The trade deficit measures the difference between the value of a nation's imported and exported goods. When exports exceed imports, a country runs a trade surplus. But in the U.S., imports have exceeded exports consistently for decades. The figure is important as a measure of U.S. competitiveness in the global market, as well as the nation's dependence on foreign countries.
Each month, the Bureau of Economic Analysis measures changes in the total amount of income that the U.S. population earns, as well as the total amount they spend on goods and services. But there's a reason we've combined them on one slide: In addition to being useful statistics separately for gauging Americans' earning power and spending activity, looking at those numbers in combination gives you a sense of how much people are saving for their future.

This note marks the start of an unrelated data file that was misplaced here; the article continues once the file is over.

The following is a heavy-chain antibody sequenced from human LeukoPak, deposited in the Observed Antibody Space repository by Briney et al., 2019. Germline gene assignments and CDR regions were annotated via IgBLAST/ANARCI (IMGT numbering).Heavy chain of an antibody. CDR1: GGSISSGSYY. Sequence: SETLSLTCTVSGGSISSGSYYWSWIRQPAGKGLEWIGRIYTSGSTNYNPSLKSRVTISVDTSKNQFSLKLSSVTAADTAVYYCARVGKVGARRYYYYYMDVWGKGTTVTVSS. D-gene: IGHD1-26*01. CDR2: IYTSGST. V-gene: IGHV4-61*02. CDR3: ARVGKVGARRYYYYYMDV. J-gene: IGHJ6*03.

Consumers play a vital role in powering the overall economy, and so measures of how confident they are about the economy's prospects are important in predicting its future health. The Conference Board does a survey asking consumers to give their assessment of both current and future economic conditions, with questions about business and employment conditions as well as expected future family income.
The health of the housing market is closely tied to the overall direction of the broader economy. The S&P/Case-Shiller Home Price Index, named for economists Karl Case and Robert Shiller, provides a way to measure home prices, allowing comparisons not just across time but also among different markets in cities and regions of the nation. The number is important not just to home builders and home buyers, but to the millions of people with jobs related to housing and construction.
Most economic data provides a backward-looking view of what has already happened to the economy. But the Conference Board's Leading Economic Index attempts to gauge the future. To do so, the index looks at data on employment, manufacturing, home construction, consumer sentiment, and the stock and bond markets to put together a complete picture of expected economic conditions ahead.